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Science Club restores lab

Group buys equipment for hurricane-ravaged high school

Group buys equipment for hurricane-ravaged high school

December 30, 2005|by TIFFANY ARNOLD

tiffanya@herald-mail.com

HAGERSTOWN - For part of their winter break, a group of Hagerstown Community College students used money from Ramen noodles and candy bar sales to help refurbish a high school science lab ruined by Hurricane Katrina.

Six members from HCC's Science Club drove to a Mississippi school earlier this month to deliver the goods. They financed the trip using the money they raised.

Paper, a centrifuge, a lab refrigerator and hot plates are a few of the items the science club acquired for Bay High School, in Bay St. Louis, Miss., said Elaine Ashby, the club's faculty advisor.

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Bay St. Louis is about an hour outside New Orleans.

The school's lab was completely flooded, Ashby said. "Once it was restored, the school district didn't have anything to put in it," she said.

Science club member Kelly Brennan, who is from Bay St. Louis, was one of the two displaced hurricane victims to attend HCC.

Ashby said it was Brennan who thought of the idea. She said this was the first time Brennan had been back to Bay St. Louis since the storm hit.

"It was like a punch in the gut seeing the homes destroyed, seeing her look for friends who were gone," Ashby said.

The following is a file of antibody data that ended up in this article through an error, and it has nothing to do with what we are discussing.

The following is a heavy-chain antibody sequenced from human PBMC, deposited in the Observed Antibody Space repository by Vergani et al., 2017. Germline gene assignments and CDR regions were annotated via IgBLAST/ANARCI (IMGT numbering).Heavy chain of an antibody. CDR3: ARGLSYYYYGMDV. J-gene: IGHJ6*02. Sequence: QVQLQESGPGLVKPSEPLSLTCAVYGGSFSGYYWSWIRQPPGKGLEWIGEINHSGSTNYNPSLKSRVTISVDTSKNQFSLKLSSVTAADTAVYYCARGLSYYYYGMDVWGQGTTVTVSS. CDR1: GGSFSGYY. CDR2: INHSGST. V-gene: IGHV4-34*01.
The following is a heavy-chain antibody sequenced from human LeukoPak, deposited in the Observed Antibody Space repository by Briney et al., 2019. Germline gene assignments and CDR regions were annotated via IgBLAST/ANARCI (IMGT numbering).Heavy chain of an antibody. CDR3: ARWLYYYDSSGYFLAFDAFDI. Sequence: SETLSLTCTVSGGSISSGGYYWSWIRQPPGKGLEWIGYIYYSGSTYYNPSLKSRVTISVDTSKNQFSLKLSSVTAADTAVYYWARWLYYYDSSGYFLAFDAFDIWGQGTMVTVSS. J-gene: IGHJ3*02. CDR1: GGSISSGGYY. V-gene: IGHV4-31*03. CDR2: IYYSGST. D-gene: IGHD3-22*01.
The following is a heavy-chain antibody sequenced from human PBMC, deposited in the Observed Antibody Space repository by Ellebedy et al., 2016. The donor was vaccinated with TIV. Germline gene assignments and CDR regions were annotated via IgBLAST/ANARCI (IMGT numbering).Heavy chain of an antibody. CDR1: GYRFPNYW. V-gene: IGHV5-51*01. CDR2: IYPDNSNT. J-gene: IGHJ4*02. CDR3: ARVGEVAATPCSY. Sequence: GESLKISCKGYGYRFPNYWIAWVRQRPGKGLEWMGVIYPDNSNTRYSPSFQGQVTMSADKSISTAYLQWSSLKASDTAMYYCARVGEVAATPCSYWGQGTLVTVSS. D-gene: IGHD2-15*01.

Brennan could not be reached for this story.

Club members used the money they made selling junk food items throughout the year to fund the trip, said HCC spokeswoman Beth Stull. For years, hungry students have purchased food items, such as Ramen noodles and mixed nuts, from the science club.

Ashby said she used some connections she had with the National Institutes of Health, which donated science equipment.

The science club left for Bay High School on Dec. 14.

The group first drove 13 hours to Birmingham, Ala., then made another six-hour drive to Bay St. Louis. They also visited New Orleans, Ashby said.

"Instead of passing houses, we were passing scattered sections of the interstate," said science club member Mylynh Nguyen, a lab assistant at HCC, describing what she saw from the van.

Nguyen was one of the six students who went on the trip.

Science club member and former HCC lecturer Truman Boyer, who's had several close encounters with tornadoes, said he was surprised by the storm's destruction that he witnessed on the trip.

"I chase tornadoes and I've seen a lot of tornado damage that's condensed to a small area, but this stuff was every where," Boyer said.

Katie Wilson, a 25-year-old chemistry major, said she dealt with a full range of emotions during the visit.

"We were already excited to be there," Wilson said. "Then it goes down to, 'Oh, my God, these people are so lucky to still be here.'"

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